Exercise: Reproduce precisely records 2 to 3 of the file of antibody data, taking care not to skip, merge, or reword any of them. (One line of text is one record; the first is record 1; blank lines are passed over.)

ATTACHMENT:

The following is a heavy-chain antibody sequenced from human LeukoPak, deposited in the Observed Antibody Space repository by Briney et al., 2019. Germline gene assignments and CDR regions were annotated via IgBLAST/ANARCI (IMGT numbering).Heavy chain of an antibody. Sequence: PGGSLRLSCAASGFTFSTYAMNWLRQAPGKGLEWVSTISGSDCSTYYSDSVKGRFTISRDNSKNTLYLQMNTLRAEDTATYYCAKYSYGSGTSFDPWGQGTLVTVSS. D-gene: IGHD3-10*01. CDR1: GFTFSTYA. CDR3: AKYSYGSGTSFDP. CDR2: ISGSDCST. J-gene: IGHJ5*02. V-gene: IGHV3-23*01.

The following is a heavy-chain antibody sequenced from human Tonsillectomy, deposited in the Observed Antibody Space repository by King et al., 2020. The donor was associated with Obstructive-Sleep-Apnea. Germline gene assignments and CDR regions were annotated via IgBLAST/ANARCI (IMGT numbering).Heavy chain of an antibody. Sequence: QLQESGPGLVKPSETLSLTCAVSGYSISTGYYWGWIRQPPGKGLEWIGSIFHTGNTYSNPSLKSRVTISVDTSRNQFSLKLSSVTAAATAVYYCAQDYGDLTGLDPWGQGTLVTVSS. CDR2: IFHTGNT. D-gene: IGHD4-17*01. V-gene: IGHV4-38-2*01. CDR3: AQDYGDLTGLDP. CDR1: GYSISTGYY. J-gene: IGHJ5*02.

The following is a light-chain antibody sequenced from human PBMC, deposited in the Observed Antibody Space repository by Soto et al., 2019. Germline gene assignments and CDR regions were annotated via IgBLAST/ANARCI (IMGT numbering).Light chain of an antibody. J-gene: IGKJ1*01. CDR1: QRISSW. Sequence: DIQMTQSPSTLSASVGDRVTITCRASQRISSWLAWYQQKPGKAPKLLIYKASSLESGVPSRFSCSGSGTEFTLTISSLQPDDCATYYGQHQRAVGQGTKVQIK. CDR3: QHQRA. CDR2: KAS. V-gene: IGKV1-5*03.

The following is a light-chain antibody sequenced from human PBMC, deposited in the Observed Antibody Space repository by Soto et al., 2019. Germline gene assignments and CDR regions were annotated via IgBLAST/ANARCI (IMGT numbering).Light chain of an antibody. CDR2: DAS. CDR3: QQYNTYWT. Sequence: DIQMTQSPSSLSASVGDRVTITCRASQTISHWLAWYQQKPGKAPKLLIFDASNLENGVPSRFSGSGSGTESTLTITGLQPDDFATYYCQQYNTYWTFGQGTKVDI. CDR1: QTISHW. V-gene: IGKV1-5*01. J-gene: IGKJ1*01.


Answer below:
The following is a heavy-chain antibody sequenced from human Tonsillectomy, deposited in the Observed Antibody Space repository by King et al., 2020. The donor was associated with Obstructive-Sleep-Apnea. Germline gene assignments and CDR regions were annotated via IgBLAST/ANARCI (IMGT numbering).Heavy chain of an antibody. Sequence: QLQESGPGLVKPSETLSLTCAVSGYSISTGYYWGWIRQPPGKGLEWIGSIFHTGNTYSNPSLKSRVTISVDTSRNQFSLKLSSVTAAATAVYYCAQDYGDLTGLDPWGQGTLVTVSS. CDR2: IFHTGNT. D-gene: IGHD4-17*01. V-gene: IGHV4-38-2*01. CDR3: AQDYGDLTGLDP. CDR1: GYSISTGYY. J-gene: IGHJ5*02.

The following is a light-chain antibody sequenced from human PBMC, deposited in the Observed Antibody Space repository by Soto et al., 2019. Germline gene assignments and CDR regions were annotated via IgBLAST/ANARCI (IMGT numbering).Light chain of an antibody. J-gene: IGKJ1*01. CDR1: QRISSW. Sequence: DIQMTQSPSTLSASVGDRVTITCRASQRISSWLAWYQQKPGKAPKLLIYKASSLESGVPSRFSCSGSGTEFTLTISSLQPDDCATYYGQHQRAVGQGTKVQIK. CDR3: QHQRA. CDR2: KAS. V-gene: IGKV1-5*03.